political culture in Shanghai

political culture in Shanghai
Shanghai is China’s First City. Shanghai in the past and present holds the key to China’s transformation to a modern society. It is the first and probably the only Chinese city that wholeheartedly embraced Western ideas, practices and institutions. Western powers seized and built the city after 1843, when the Manchu dynasty signed yet another so-called unequal treaty with the Western powers.
In Shanghai, the Chinese first experienced all the amenities of a modern city, such as electricity, gas, running water, cable car and, later, automobile. It was in Shanghai that modern press, periodicals, publishing houses, motion pictures, theatres and other Western performing arts made their debut. Shanghai gave birth to China’s first classes of capitalists and modern literary intellectuals. As a result of all this, Shanghai became the centre of the constitutional monarchy movement of 1900–10. After the founding of the Republic of China in 1911, Shanghai took the lead in the federalist movement in the early 1920s. Reformers from interior provinces, where conservatism was deeply entrenched, used Shanghai to propagate their causes. Periodical literature from Shanghai contributed significantly to the intellectual revolution of the May Fourth movement in 1919. To prominent Chinese and Westerners, Shanghai and its surrounding region were the ideal place to build a new Chinese republic.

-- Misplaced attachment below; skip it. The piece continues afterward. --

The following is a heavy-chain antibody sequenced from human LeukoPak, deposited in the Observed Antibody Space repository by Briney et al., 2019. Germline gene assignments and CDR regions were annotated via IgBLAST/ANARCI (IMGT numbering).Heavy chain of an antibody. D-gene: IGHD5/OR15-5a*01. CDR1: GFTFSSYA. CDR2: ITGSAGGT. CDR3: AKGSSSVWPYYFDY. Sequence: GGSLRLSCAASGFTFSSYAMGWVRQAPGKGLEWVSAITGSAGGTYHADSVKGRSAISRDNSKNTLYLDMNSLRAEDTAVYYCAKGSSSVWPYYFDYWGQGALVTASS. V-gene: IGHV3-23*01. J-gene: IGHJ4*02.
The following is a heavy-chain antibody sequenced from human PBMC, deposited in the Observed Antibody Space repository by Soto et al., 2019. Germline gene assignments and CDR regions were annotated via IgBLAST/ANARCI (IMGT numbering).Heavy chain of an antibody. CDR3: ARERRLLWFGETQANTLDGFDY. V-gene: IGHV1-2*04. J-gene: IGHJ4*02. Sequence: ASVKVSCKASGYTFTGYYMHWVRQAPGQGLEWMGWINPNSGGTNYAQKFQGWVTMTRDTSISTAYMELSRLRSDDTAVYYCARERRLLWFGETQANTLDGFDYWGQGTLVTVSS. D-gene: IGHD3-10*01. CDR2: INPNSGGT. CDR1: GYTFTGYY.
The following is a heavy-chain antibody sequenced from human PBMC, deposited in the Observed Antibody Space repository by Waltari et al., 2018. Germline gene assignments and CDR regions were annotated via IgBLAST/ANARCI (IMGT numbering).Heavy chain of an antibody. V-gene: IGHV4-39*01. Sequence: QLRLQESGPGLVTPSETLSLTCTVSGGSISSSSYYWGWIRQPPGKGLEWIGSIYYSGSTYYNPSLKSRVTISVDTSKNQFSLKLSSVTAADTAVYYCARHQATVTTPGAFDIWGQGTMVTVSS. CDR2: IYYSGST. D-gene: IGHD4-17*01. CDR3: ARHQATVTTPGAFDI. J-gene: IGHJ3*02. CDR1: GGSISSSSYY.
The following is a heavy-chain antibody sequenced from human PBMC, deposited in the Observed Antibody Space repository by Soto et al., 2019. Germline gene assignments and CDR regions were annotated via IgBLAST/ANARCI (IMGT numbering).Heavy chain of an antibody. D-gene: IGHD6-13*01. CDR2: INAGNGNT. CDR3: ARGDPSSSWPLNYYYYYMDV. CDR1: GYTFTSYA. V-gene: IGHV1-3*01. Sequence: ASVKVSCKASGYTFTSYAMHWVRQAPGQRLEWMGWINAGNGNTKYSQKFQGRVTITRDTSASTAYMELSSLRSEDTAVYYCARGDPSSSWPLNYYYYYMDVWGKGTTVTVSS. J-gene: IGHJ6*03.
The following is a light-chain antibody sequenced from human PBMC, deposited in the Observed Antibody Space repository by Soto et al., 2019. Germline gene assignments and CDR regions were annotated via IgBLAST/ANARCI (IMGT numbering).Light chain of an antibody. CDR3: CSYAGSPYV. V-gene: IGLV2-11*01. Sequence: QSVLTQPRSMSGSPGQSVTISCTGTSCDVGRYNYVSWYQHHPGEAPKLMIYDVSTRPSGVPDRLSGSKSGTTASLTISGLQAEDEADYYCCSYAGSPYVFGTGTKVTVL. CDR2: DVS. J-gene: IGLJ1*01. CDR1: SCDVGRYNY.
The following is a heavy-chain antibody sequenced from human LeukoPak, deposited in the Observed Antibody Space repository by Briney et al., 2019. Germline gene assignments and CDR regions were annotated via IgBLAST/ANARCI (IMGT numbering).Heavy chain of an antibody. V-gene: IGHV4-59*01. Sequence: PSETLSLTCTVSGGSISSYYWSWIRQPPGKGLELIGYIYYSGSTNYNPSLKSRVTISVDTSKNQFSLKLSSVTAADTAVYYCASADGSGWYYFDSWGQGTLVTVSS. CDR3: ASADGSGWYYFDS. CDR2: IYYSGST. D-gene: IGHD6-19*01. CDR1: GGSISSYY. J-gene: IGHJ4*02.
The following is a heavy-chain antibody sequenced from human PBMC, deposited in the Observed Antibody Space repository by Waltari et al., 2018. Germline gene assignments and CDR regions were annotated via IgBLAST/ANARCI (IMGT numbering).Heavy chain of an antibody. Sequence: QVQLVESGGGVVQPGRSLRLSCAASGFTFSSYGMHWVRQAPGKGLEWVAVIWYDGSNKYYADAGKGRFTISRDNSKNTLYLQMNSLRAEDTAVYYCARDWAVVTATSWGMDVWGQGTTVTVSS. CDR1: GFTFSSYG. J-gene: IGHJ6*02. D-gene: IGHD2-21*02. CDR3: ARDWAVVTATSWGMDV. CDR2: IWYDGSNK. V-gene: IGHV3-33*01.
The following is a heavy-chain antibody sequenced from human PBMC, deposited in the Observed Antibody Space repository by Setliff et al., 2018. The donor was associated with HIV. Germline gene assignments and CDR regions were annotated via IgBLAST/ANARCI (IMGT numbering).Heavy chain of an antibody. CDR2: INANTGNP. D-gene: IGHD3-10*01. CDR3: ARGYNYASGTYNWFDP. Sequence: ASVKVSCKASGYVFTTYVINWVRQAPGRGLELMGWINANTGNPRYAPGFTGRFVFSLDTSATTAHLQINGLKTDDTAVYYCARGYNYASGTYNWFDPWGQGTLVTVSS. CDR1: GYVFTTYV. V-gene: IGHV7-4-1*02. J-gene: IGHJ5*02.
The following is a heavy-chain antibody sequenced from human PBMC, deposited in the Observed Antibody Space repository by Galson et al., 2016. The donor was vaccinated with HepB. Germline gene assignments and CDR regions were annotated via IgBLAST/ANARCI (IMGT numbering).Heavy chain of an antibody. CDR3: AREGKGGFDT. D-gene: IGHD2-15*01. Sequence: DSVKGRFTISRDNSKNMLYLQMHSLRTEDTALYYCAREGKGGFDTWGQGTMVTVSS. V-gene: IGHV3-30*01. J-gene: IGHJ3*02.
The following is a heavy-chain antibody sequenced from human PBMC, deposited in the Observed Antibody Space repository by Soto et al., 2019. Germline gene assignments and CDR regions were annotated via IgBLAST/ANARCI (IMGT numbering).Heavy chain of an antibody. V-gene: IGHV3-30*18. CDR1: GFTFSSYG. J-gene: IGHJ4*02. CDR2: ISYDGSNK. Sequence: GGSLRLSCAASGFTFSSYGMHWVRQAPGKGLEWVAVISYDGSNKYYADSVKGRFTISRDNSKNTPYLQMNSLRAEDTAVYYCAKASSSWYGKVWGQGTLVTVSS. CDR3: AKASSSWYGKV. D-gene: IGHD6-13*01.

From 1949 to 1976, Mao terminated Shanghai’s links with the West, confiscated Shanghai’s industrial and human resources, and then scattered these in the interior.
But Mao had exploited the residuals of Shanghai’s former avant-gardism by launching his Cultural Revolution in Shanghai between 1966 and 1969. Ultimately, Mao left behind an inward-looking and dilapidated Shanghai. Since the early 1980s, however, Shanghai steadily regained its pre-Communist status as the centre of libertarian ideas. Reformers across the nation used Shanghai media to advocate views such as the obsoleteness of Marxism, the supremacy of the Party Congress instead of the Party centre (head of the CCP and the Politiburo), the redefinition of the Party character as a ruling rather than a revolutionary party (so as to base the Party’s legitimacy on performance), and the illegality of military interference in the political process. It is noteworthy that after the Democracy Wall movement in 1979, the most prominent Chinese newspaper calling for a market economy and democracy was the Shanghai journal World Economic Herald (Shijie jingji daobao).
After his celebrated southern excursion in 1992 (see Southern Excursion Talks (Deng Xiaoping, 1992)), Deng Xiaoping copied Mao’s practice of using Shanghai’s former cultural status for his own political purposes. First, Beijing invested substantially in the Pudong district of Shanghai, hoping to turn it into the fifth ‘tiger’ in Asia (after Hong Kong, Taiwan, South Korea and Singapore). Second, Deng Xiaoping and Jiang Zemin designated Shanghai as the national model in transforming state-owned enterprises into modern corporations and accomplishing Deng’s idea of a socialist spiritual civilization. Shanghai may finally realize its historic role as ‘the leading sheep’ (daitouyang) of Chinese modernization.
Yang, Mayfair Mei, Hui (1997). ‘Mass Media and Transnational Subjectivity in Shanghai: Notes on (Re)cosmopolitanism in a Chinese Metropolis’. In Aiwha Ong and Donald Nonini (eds), Ungrounded Empires: The Cultural Politics of Modern Chinese Transnationalism. New York: Routledge, 287–319.
Yeung, Y.M. and Sung, Yun-wing (eds) (1996). Shanghai. Transformation and Modernization under China’s Open Policy. Hong Kong: The Chinese University Press.

Encyclopedia of contemporary Chinese culture. . 2011.

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